Paleolithic Diets

Paleolithic Diets

IS THE STONE AGE DIET THE IDEAL DIET FOR HUMANS?

ROBERT CRAYHON: I'm very happy to be interviewing in this issue of total health, nutrition expert Dr. Lore Dr. Cordain is a professor at Colorado State University in Ft. Collins and has published countless papers in major scientific journals. He is an expert in the area of Paleolithic nutrition and human nutrition. Paleolithic nutrition, also known as Stone Age nutrition, examines what humans ate for 2.6 million years before the advent of agriculture. For that great expanse of time, humans were hunter-gatherers and only in the past 10,000 years have they been farmers. The dietary implications of spending the vast majority of history as hunters, not farmers, are far reaching.

Crayhon: Dr. Cordain, the United States Department of Agriculture (USDA) has given America the food guide pyramid. This pyramid tells us that a healthy diet is one that is predominantly carbohydrate, low in fat and protein. Is this grain-based, high carbohydrate diet truly ideal for humans

Dr. Cordain: There is increasing evidence to indicate that the type recommended in the USDA's food pyramid is discordant with the type of diet humans evolved with over eons of evolutionary experience.

Additionally, it is increasingly being recognized that the "food pyramid" may have a number of serious nutritional omissions. For instance, it does not specify which types of fats should be consumed. The western diet is overburdened not only by saturated fats, but there is an imbalance in the type of polyunsaturated fats we eat. We consume too many omega-6 fats and not enough omega-3 fats. The omega-6/omega-3 ratio in western diets averages about 12:1, whereas data from our recent publication( n1) suggests that for most of humanity's existence, prior to agriculture, the omega-6/omega-3 ratio would have ranged from 1:1 to 3:1.

High dietary omega-6/omega-3 ratios are associated with increased risk for cardiovascular disease, some types of cancer and tend to exacerbate many inflammatory diseases' responses.

Crayhon: What about the high carbohydrate die the pyramid recommends?

Dr. Cordian: The USDA food pyramid places breads, cereals, rice and pasta at its base and recommends that we consume 6-11 servings of these items daily. Nutritionists at the Harvard School of Public Health( n2) have recently publicly criticized this recommendation because it fails to distinguish between refined and complex carbohydrates and their relative glycemic responses. Dr. Walter Willett further pointed out that there was little empirical evidence to support the dominant nutritional message that diets high in complex carbohydrate promote good health.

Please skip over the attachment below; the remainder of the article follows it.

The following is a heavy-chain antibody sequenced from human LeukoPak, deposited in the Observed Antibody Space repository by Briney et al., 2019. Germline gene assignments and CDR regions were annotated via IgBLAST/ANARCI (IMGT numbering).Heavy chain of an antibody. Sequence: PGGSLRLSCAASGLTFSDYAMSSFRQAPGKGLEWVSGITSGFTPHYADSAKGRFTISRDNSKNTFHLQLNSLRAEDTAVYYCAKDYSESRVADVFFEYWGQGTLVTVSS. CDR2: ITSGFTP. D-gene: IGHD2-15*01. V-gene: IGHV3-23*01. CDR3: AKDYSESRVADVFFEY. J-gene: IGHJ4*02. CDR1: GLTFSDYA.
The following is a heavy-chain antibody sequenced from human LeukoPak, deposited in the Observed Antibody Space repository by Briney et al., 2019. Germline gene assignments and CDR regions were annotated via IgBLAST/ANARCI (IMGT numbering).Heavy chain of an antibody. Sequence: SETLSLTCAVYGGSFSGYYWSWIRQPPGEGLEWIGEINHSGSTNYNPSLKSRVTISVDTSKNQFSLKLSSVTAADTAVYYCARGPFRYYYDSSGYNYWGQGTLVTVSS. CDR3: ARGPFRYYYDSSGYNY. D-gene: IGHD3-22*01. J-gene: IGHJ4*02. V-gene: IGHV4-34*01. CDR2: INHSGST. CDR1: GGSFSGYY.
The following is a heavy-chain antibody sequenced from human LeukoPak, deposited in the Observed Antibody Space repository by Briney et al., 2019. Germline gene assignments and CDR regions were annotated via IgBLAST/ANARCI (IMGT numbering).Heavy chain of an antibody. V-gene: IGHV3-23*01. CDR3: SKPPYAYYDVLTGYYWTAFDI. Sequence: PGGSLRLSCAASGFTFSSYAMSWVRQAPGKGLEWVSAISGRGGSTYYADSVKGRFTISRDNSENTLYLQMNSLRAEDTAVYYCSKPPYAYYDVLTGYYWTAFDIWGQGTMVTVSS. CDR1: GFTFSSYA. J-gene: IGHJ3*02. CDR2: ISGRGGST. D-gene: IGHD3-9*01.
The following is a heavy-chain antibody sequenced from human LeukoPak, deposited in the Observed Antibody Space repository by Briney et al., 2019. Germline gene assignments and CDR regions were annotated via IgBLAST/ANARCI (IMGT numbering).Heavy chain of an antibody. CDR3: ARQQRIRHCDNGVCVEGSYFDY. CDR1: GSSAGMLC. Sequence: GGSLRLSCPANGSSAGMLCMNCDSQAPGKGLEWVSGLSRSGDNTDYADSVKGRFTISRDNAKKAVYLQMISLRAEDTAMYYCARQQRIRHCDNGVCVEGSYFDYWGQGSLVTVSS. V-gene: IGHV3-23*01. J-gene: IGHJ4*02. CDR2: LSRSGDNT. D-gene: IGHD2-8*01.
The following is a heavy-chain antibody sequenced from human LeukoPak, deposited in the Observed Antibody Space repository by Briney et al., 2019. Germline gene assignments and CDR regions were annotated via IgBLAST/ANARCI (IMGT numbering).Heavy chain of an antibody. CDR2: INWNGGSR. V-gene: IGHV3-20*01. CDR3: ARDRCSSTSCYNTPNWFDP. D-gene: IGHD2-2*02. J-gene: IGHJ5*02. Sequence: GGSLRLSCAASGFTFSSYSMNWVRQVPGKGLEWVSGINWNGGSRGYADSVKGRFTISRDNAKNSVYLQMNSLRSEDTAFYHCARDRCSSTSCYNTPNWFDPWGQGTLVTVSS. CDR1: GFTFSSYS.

Crayhon: Did our Stone Age ancestors ever eat cereal grains?

Dr. Cordain: Both the fossil record and ethnological studies of hunter-gatherers (the closest surrogates we have to Stone Age humans) indicate that humans rarely if ever ate cereal grains nor did they eat diets high in carbohydrate. Because cereal grains are virtually indigestible by the human gastrointestinal tract without milling (grinding) and cooking, the appearance of grinding stones in the fossil record generally heralds the inclusion of grains in the diet. The first appearance of milling stones was in the Middle East roughly 10-15,000 years ago. These early milling stones were likely used to grind wild wheat which grew naturally in certain areas of the Middle East. Wheat was first domesticated in the Middle East about 10,000 years ago and slowly spread to Europe by about 5,000 years ago. Rice was domesticated approximately 7,000 years ago in southeast Asia, India and China, and maize (corn) was domesticated in Mexico and Central America roughly 7,000 years ago. Consequently, diets high in carbohydrate derived from cereal grains were not part of the human evolutionary experience until only quite recent times. Because the human genome has changed relatively little in the past 40,000 years since the appearance of behaviorally modern humans, our nutritional requirements remain almost identical to those requirements which were originally selected for Stone Age humans living before the advent of agriculture.

Crayhon: What happened to our health when we switched from a hunter-gatherer diet to a grain-based one?
Dr. Cordain: The fossil record indicates that early farmers, compared to their hunter-gatherer predecessors, had a characteristic reduction in stature, an increase in infant mortality, a reduction in life span, an increased incidence of infectious diseases, an increase in iron deficiency anemia, an increased incidence of osteomalacia (severely weakened bones), porotic hyperostosis (a sign of acute iron deficiency anemia) and other bone mineral disorders and an increase in the number of dental caries and enamel defects. Early agriculture did not bring about increases in health, but rather the opposite. It has only been in the past hundred years or so with the advent of high tech, mechanized farming and animal husbandry that the trend has changed.

Crayhon: Did we move from a hunter-gatherer life style by choice or were we forced into the shift due to animal extinction?

Dr. Cordain: If we examine the fossil record, it suggests that a number of environmental pressures may have forced humans to adopt agriculture, including increases in human population densities and the depletion of easily hunted game. The extinction of large mammals all over Northern Europe, Asia, and North America coincide with the adoption of agriculture.